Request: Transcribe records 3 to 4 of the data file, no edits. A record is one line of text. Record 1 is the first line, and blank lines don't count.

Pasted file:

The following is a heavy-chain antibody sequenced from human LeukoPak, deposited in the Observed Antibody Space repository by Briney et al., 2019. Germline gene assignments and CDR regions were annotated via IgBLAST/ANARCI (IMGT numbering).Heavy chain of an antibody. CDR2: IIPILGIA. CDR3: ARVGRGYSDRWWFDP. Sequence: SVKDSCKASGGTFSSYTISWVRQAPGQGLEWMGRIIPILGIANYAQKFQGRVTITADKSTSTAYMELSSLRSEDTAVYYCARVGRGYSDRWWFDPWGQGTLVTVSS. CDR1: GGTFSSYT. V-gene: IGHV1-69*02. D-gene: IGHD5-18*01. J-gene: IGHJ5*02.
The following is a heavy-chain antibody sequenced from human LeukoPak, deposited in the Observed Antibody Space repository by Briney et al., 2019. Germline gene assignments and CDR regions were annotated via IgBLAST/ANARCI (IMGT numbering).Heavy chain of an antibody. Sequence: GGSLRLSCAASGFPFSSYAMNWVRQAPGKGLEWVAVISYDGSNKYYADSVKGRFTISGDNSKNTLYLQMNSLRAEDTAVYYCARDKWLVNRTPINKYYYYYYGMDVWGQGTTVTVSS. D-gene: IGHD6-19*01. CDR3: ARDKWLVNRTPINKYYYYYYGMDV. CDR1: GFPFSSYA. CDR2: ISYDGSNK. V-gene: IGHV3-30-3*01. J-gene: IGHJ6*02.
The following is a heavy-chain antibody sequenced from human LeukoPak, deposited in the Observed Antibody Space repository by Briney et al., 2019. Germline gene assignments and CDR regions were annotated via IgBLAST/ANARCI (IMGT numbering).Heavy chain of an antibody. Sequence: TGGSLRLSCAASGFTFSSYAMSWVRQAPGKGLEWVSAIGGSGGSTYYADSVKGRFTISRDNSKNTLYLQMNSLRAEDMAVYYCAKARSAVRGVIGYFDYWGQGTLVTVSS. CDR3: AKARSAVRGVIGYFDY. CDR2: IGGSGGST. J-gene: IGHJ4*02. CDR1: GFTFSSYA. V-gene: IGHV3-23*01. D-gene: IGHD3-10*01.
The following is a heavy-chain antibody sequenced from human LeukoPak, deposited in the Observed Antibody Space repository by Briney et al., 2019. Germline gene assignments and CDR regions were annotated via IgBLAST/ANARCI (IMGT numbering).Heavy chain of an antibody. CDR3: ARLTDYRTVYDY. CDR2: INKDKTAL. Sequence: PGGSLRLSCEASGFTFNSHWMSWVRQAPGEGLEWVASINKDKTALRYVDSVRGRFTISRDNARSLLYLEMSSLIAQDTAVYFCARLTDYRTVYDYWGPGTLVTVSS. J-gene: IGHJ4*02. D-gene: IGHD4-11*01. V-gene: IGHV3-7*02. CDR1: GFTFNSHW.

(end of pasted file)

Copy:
The following is a heavy-chain antibody sequenced from human LeukoPak, deposited in the Observed Antibody Space repository by Briney et al., 2019. Germline gene assignments and CDR regions were annotated via IgBLAST/ANARCI (IMGT numbering).Heavy chain of an antibody. Sequence: TGGSLRLSCAASGFTFSSYAMSWVRQAPGKGLEWVSAIGGSGGSTYYADSVKGRFTISRDNSKNTLYLQMNSLRAEDMAVYYCAKARSAVRGVIGYFDYWGQGTLVTVSS. CDR3: AKARSAVRGVIGYFDY. CDR2: IGGSGGST. J-gene: IGHJ4*02. CDR1: GFTFSSYA. V-gene: IGHV3-23*01. D-gene: IGHD3-10*01.
The following is a heavy-chain antibody sequenced from human LeukoPak, deposited in the Observed Antibody Space repository by Briney et al., 2019. Germline gene assignments and CDR regions were annotated via IgBLAST/ANARCI (IMGT numbering).Heavy chain of an antibody. CDR3: ARLTDYRTVYDY. CDR2: INKDKTAL. Sequence: PGGSLRLSCEASGFTFNSHWMSWVRQAPGEGLEWVASINKDKTALRYVDSVRGRFTISRDNARSLLYLEMSSLIAQDTAVYFCARLTDYRTVYDYWGPGTLVTVSS. J-gene: IGHJ4*02. D-gene: IGHD4-11*01. V-gene: IGHV3-7*02. CDR1: GFTFNSHW.